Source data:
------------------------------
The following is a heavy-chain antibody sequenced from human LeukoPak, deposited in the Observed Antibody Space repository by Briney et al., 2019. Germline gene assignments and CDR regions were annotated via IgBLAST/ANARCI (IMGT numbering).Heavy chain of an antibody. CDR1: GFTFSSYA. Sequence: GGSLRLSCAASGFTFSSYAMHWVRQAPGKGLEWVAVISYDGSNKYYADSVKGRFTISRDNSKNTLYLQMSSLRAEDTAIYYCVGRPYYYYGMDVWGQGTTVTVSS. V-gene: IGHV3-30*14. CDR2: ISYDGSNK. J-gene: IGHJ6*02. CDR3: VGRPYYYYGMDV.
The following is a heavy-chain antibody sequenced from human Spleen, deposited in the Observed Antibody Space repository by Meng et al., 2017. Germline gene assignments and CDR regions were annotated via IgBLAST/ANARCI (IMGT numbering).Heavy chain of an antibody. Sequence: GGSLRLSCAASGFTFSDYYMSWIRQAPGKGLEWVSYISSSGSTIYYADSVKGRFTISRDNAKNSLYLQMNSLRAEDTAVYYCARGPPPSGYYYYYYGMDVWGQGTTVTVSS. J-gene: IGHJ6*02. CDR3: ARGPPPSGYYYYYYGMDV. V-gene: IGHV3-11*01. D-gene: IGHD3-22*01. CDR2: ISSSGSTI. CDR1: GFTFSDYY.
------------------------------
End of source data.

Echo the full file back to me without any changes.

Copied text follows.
The following is a heavy-chain antibody sequenced from human LeukoPak, deposited in the Observed Antibody Space repository by Briney et al., 2019. Germline gene assignments and CDR regions were annotated via IgBLAST/ANARCI (IMGT numbering).Heavy chain of an antibody. CDR1: GFTFSSYA. Sequence: GGSLRLSCAASGFTFSSYAMHWVRQAPGKGLEWVAVISYDGSNKYYADSVKGRFTISRDNSKNTLYLQMSSLRAEDTAIYYCVGRPYYYYGMDVWGQGTTVTVSS. V-gene: IGHV3-30*14. CDR2: ISYDGSNK. J-gene: IGHJ6*02. CDR3: VGRPYYYYGMDV.
The following is a heavy-chain antibody sequenced from human Spleen, deposited in the Observed Antibody Space repository by Meng et al., 2017. Germline gene assignments and CDR regions were annotated via IgBLAST/ANARCI (IMGT numbering).Heavy chain of an antibody. Sequence: GGSLRLSCAASGFTFSDYYMSWIRQAPGKGLEWVSYISSSGSTIYYADSVKGRFTISRDNAKNSLYLQMNSLRAEDTAVYYCARGPPPSGYYYYYYGMDVWGQGTTVTVSS. J-gene: IGHJ6*02. CDR3: ARGPPPSGYYYYYYGMDV. V-gene: IGHV3-11*01. D-gene: IGHD3-22*01. CDR2: ISSSGSTI. CDR1: GFTFSDYY.